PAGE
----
Edit Your Excess

SORT AND SEPARATE

When we divide something, it is the basic action of separating something into parts. By breaking down our tasks into smaller segments we can feel more in control and less overwhelmed. When we find ourselves overwhelmed we can become distracted and this can cause  interference with our project. We want to minimise our distractions whilst we are sorting so we can maintain focus and do exactly what we have planned to do in our scheduled time frame. If we look at the room our project is being conducted in as whole, we want to view the items in this space as separate components. The components are all the objects in this project area. We are now acting on the decisions we have made relating to the belongings we identify with and those we are now ready to let go. Once we know WHAT will be kept, this object can either stay in the room or be relocated to a better-suited place in our house. If we no longer identify with this item we need to address where it should go and what we will do with it. During this process our NOT KEEP items that are similar can be grouped together. As we search and sort through our belongings we will be focusing on the categories of SELL, DONATE and RECYCLE. Collating our possessions using the Division Of Objects Framework will allow for swift sorting, quick decision making and success in achieving the balance over belongings instantaneously!

 

You Are Your Memories

Memories

Arthur M. Schlesinger said, ‘Science and technology revolutionise our lives, but memory, tradition and myth frame our response.’ Our memories are stored in our minds and we are able to take them with us everywhere we go. They are a part of our identity and often account for a large part of who we are. Different types of our memories are stored in different parts of our brains. We have memories that are about events that have taken place in our lives and these are known as ‘episodic memories’. We also have ‘semantic’ memories that include facts and broad-spectrum information. We also store ‘implicit’ memories that are linked to movement or how our muscles remember how to operate a television remote or how to knit a scarf. We also have long-term and short-term memories; these assist us to navigate the past and present respectively. Once we have affixed a tangible physical artefact to a memory this object becomes a symbolic reminder of the memory we have attached to it. This object ‘becomes’ the memory. The feelings associated with it are what we need to identify before we are ready to let go of this item from our lives.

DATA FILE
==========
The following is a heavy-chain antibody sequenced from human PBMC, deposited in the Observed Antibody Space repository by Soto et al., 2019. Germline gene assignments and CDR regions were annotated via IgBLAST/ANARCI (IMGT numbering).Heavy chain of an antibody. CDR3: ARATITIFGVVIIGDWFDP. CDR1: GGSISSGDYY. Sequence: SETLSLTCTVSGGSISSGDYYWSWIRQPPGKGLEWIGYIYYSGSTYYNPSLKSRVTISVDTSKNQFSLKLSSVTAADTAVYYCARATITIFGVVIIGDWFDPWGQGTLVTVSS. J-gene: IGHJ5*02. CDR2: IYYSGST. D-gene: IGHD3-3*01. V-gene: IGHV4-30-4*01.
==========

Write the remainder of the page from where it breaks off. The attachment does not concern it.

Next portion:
When we know WHY we feel a certain way about an object we will be able to assign it an Object Classification. This classification will be critical in understanding our own relationship to this object. If this is an object we identify ourselves with, we must give it space to live with us. Or we might well be ready to positively let go of this object but still retain the memory that we associate to it. By choosing to let it go we will create a new memory of this object in our minds. For example, when letting go of some of your good quality ‘work’ clothes, visualise the value the new owner may receive from your donation, such as obtaining employment because your no-longer-needed jacket allowed them to look the part for the job. Another example I like to use with my clients is donating good-quality items that have packaging such as crystal vases, candlesticks and sliver photo frames as they may be of great value to someone who needs to purchase a high-end item without the retail price tag. Our tangible objects serve us as physical reminders of these memories that we have attached to them. Ultimately, YOU are your memories.